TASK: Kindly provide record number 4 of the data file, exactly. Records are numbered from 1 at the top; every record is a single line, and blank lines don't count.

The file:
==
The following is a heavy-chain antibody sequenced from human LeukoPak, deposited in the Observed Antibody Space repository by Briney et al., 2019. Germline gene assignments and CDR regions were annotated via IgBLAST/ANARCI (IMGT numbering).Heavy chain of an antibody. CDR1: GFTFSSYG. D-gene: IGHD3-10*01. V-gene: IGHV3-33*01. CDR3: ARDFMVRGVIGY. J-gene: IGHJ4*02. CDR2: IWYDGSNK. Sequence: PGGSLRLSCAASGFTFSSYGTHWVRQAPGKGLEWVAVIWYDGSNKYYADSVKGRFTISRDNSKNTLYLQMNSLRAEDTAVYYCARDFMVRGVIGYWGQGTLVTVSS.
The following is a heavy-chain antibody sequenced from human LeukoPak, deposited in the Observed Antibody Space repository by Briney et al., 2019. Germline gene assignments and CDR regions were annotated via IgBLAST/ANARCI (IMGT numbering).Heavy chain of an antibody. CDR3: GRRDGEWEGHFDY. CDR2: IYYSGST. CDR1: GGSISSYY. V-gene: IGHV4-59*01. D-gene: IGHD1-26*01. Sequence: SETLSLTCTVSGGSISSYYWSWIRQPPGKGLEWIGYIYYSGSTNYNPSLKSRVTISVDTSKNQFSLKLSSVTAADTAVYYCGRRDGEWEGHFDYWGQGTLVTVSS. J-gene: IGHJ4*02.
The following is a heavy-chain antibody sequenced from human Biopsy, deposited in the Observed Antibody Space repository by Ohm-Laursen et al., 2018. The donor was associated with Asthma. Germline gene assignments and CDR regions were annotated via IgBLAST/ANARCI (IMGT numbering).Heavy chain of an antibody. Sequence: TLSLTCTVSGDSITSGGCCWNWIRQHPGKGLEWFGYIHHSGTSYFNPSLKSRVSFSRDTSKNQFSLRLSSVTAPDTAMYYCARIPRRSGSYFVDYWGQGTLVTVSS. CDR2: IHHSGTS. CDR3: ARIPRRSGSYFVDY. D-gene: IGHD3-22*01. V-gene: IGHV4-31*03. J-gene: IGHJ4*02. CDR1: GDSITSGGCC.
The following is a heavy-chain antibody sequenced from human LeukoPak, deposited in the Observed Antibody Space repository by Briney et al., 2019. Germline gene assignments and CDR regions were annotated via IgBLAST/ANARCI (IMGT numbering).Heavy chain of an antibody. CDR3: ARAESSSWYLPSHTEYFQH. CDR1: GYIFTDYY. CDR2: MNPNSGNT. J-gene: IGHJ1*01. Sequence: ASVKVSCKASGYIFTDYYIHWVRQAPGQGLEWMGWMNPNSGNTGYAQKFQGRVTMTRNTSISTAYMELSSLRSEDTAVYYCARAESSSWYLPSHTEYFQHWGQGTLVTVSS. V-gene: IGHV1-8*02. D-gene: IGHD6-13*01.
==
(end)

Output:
The following is a heavy-chain antibody sequenced from human LeukoPak, deposited in the Observed Antibody Space repository by Briney et al., 2019. Germline gene assignments and CDR regions were annotated via IgBLAST/ANARCI (IMGT numbering).Heavy chain of an antibody. CDR3: ARAESSSWYLPSHTEYFQH. CDR1: GYIFTDYY. CDR2: MNPNSGNT. J-gene: IGHJ1*01. Sequence: ASVKVSCKASGYIFTDYYIHWVRQAPGQGLEWMGWMNPNSGNTGYAQKFQGRVTMTRNTSISTAYMELSSLRSEDTAVYYCARAESSSWYLPSHTEYFQHWGQGTLVTVSS. V-gene: IGHV1-8*02. D-gene: IGHD6-13*01.